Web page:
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Social activist Geoffrey Canada will share his thoughts on the American education system with this year’s graduating class at the 256th commencement ceremony on May 14, the Office of the University Secretary announced at midnight on Tuesday.

Canada is founder and president of the Harlem Children’s Zone, a comprehensive education and health program that aims to end the cycle of poverty for families in Central Harlem.

His work was featured in the 2010 documentary Waiting for Superman, and served as a model for President Barack Obama’s Promise Neighborhoods program, which distributes federal grants to impoverished areas of the country.

University Secretary Leslie Kruhly explained that the choice of Canada reflects the current interest in improving the American education system, citing the large number of 2011 graduates in the Teach for America program.

“When we choose a speaker, we think of who is right for the time,” she said. “We don’t want to have the same repetition year in and year out of one profession, so we look for someone who’s different and will work well within a given class.”

Commencement speakers over the past few years have included Academy Award-winning actor Denzel Washington, 1987 College graduate and former United States Ambassador to China Jon Huntsman, Jr., Google CEO Eric Schmidt and New York Mayor Michael Bloomberg.

Wharton senior and 2012 Class Board President Jibran Khan, who served on the advisory committee that selected the graduation speaker, said that while previous speakers like Washington and Bloomberg were more high-profile names, Canada is “a huge game-changer for the field of education” and “has probably contributed just as much if not more to the American public sphere.”

While Wharton and Engineering senior and Undergraduate Assembly President Tyler Ernst acknowledged that students may not be familiar with Canada’s work, he believes that the selection “makes a lot of sense given the recent recognition Penn has received for our merit in the areas of civic and community engagement.”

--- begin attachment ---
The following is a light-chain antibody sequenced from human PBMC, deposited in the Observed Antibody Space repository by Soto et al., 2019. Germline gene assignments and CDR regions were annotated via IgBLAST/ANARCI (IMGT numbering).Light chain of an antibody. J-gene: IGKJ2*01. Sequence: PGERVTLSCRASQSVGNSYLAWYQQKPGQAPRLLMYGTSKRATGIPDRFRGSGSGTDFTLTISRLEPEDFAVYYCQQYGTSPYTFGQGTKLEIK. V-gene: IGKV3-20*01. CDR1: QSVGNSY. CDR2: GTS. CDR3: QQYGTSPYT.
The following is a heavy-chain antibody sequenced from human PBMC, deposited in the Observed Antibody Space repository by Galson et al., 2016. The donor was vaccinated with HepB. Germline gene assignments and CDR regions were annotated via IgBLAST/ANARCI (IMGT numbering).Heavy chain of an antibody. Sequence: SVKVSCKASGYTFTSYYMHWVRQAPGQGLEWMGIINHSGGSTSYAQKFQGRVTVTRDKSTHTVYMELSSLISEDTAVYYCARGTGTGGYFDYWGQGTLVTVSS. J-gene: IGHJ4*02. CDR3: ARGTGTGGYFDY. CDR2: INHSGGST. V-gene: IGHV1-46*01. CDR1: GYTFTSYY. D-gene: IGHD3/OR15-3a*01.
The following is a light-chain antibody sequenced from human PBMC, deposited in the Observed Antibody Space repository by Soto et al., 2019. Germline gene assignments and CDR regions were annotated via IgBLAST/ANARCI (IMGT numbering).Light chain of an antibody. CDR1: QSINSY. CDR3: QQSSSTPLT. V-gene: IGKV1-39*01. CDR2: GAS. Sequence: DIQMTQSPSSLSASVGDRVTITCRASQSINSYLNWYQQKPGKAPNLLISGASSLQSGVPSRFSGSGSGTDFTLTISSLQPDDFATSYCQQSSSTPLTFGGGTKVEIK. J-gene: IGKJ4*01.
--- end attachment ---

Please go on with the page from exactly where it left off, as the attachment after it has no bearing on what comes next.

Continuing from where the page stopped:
“I’d rather have an eloquent speaker than a high-profile speaker,” said Ernst, who also served on the advisory committee. He added that the choice of Canada is “a bit different from the past, and I’m very excited for the change.”

At commencement, Canada and six other individuals will receive honorary degrees from Penn. The recipients will include Central Intelligence Agency Director and retired U.S. Army General David Petraeus, civil rights leader and U.S. Rep. John Lewis (D-Ga.), mathematician Peter Lax and actress and playwright Anna Deavere Smith.

In addition, research scientist Akira Endo, creator of a revolutionary heart disease medication, and computer science and engineering professor and Chair Emerita Ruzena Bajcsy, founder of Penn’s General Robotics and Active Sensory Perception Laboratory, will also receive honorary degrees.

While Penn professor and University Council Honorary Degree Committee Chair Carol Muller is happy about this year’s honorees and believes they “embody all the values of Penn in every way,” she eventually would like to see more female degree recipients.

In the future, Muller hopes to see greater faculty and student involvement in nominating people, as “more student investment would only enrich the process.”


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